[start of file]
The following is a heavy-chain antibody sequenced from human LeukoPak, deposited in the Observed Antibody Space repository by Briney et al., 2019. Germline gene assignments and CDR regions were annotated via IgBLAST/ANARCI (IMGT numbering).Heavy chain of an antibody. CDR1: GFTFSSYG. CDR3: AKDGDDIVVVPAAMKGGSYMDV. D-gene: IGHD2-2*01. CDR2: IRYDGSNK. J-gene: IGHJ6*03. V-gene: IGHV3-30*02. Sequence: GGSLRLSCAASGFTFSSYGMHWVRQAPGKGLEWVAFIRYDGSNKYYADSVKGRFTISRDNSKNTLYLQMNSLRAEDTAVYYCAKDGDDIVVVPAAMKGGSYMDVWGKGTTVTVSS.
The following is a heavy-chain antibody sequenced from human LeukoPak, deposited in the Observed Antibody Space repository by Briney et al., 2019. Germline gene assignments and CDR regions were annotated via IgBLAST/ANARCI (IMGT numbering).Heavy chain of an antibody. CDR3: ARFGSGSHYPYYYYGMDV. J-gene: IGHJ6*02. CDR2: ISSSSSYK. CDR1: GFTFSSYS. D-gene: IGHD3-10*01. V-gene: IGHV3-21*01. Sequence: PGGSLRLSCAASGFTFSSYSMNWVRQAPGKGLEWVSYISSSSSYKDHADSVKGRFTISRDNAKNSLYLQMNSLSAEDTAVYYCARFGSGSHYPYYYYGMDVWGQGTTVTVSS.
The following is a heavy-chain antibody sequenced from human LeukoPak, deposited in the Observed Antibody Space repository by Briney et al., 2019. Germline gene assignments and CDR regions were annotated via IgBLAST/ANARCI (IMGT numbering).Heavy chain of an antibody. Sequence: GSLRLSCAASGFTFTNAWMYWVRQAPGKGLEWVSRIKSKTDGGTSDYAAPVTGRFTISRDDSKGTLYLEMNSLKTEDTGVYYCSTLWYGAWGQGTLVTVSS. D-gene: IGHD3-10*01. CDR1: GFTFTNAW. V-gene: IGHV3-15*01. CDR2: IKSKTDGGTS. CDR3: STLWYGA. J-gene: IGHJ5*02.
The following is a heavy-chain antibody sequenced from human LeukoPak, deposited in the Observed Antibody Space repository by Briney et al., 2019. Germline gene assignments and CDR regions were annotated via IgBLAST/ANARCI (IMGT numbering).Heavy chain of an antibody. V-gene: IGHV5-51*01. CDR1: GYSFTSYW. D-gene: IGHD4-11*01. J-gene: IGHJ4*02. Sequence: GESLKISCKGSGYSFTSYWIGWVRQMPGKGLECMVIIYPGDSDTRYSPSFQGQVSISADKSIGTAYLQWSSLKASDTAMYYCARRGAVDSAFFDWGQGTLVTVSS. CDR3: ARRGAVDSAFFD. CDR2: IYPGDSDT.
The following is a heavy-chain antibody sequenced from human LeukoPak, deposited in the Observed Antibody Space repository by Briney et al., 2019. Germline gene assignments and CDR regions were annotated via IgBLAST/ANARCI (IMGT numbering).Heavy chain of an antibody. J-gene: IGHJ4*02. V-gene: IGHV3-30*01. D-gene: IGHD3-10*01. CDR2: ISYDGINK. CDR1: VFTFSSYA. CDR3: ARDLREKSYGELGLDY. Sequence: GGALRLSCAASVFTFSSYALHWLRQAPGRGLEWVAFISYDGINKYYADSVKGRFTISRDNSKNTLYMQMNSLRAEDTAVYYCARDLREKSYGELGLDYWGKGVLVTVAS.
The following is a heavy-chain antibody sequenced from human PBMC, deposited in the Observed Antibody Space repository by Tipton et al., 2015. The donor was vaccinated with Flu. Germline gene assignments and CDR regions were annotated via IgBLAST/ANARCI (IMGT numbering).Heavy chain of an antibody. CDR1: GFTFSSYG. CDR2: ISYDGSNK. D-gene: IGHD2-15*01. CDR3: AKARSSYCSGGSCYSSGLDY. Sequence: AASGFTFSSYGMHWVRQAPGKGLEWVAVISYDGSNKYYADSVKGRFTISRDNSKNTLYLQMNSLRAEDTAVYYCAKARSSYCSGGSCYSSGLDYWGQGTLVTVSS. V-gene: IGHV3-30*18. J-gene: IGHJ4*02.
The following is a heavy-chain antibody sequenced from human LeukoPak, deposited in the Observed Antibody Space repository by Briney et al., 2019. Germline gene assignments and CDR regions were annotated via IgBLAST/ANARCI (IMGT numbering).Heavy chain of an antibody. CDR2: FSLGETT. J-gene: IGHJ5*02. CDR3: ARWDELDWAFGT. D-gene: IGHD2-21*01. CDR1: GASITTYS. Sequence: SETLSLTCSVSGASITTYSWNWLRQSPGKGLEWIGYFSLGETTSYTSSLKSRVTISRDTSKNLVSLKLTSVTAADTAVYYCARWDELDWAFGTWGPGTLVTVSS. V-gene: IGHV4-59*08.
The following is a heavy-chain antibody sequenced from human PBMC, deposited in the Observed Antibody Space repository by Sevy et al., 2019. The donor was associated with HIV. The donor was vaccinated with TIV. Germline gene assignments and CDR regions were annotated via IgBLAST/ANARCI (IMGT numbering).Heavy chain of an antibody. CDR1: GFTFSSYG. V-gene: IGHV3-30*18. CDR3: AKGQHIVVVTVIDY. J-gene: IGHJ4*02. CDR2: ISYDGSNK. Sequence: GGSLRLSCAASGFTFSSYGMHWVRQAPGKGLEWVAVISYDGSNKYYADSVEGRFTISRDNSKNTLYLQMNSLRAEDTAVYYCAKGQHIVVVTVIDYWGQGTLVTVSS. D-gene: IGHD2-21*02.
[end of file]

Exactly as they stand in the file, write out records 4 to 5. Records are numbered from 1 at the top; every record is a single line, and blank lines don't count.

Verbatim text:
The following is a heavy-chain antibody sequenced from human LeukoPak, deposited in the Observed Antibody Space repository by Briney et al., 2019. Germline gene assignments and CDR regions were annotated via IgBLAST/ANARCI (IMGT numbering).Heavy chain of an antibody. V-gene: IGHV5-51*01. CDR1: GYSFTSYW. D-gene: IGHD4-11*01. J-gene: IGHJ4*02. Sequence: GESLKISCKGSGYSFTSYWIGWVRQMPGKGLECMVIIYPGDSDTRYSPSFQGQVSISADKSIGTAYLQWSSLKASDTAMYYCARRGAVDSAFFDWGQGTLVTVSS. CDR3: ARRGAVDSAFFD. CDR2: IYPGDSDT.
The following is a heavy-chain antibody sequenced from human LeukoPak, deposited in the Observed Antibody Space repository by Briney et al., 2019. Germline gene assignments and CDR regions were annotated via IgBLAST/ANARCI (IMGT numbering).Heavy chain of an antibody. J-gene: IGHJ4*02. V-gene: IGHV3-30*01. D-gene: IGHD3-10*01. CDR2: ISYDGINK. CDR1: VFTFSSYA. CDR3: ARDLREKSYGELGLDY. Sequence: GGALRLSCAASVFTFSSYALHWLRQAPGRGLEWVAFISYDGINKYYADSVKGRFTISRDNSKNTLYMQMNSLRAEDTAVYYCARDLREKSYGELGLDYWGKGVLVTVAS.